Sunday, January 8, 2012

The ideal app for an ideal gas

I recently came across a very cool app called Atoms in Motion ($2.99).  With this app you can perform molecular dynamics simulations of He, Ne, Ar, and Kr (and mixtures thereof) at different temperatures, volumes, and number of atoms.

It is effortless to set up a simulation and change the conditions: swipe to change T (or shake the iPad!) and pinch to change V.  You can also flick an atom and, frankly, the most fun is to build a few clusters at 1 K and then move an atom carefully in position and flick it at a cluster! Something I have dubbed "atomic billiards".

Since not every student has an iPad (yet), the main teaching-use will probably be in lecture, projection the simulation on using a VGA adapter (hint: simulations make for great peer instruction questions).  Because it is based on real simulations, and not pre-recorded movies, the app is very versatile and can be used to demonstrate very simple things like solids, liquids, and gases or an atomic view of temperature or relatively complex things like defects in solids and deviations from ideal gas behavior (using the plotting tool).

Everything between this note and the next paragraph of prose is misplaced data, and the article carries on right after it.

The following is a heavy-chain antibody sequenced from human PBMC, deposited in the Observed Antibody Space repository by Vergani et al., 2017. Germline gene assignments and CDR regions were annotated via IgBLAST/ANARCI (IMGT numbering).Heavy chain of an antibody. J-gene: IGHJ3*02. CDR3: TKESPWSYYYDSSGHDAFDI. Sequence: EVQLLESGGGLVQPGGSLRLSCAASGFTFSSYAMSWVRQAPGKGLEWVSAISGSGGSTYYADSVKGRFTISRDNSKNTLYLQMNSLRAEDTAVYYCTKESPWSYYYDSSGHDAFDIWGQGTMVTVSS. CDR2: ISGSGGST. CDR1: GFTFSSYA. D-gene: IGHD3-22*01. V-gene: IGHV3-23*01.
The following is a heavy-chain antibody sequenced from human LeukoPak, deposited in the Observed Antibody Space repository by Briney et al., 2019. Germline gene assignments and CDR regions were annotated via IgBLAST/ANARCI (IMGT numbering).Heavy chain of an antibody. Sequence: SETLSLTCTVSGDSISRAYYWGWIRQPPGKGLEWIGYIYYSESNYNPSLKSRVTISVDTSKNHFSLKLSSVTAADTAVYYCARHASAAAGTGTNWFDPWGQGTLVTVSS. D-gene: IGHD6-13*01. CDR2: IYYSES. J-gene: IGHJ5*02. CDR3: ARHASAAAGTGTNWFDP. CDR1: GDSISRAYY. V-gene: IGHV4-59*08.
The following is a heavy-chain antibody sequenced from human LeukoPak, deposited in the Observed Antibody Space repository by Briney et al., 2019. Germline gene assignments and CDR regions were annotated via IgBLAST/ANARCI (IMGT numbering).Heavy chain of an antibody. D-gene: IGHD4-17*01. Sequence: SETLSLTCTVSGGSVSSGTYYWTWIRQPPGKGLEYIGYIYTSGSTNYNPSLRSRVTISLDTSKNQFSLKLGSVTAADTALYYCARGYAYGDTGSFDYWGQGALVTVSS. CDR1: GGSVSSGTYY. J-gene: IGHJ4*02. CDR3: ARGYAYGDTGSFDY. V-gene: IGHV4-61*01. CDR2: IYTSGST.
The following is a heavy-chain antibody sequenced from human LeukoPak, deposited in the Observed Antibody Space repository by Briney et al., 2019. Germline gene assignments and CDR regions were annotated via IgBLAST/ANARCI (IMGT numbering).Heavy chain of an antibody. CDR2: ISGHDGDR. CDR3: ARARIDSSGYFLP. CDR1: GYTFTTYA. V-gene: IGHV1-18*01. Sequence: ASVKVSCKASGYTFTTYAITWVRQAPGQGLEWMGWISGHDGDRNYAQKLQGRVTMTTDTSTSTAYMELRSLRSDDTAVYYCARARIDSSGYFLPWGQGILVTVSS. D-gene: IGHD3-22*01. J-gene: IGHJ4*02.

However, the ideal use of this app would really be self-guided discovery.  Most features are very intuitive (the plotting tool takes some practice) and I'd love to see what a class of 10-year olds iPad users would get out of this. Side note: it would really have been great if the iPad could vibrate and the pressure could be linked to the vibration.

Another strength of this app is the quality of documentation and extra information available in the app and on the top bar of the website.  I'm particularly impressed by the animated figure on "how big is an atom", which reminded me of the orders-of-ten approach.  I would be lovely to see a similar explanation of the nano-second.

Disclaimer: I was made aware of this app by the developer, but I bought my own copy, and was not asked to write a review on the blog.
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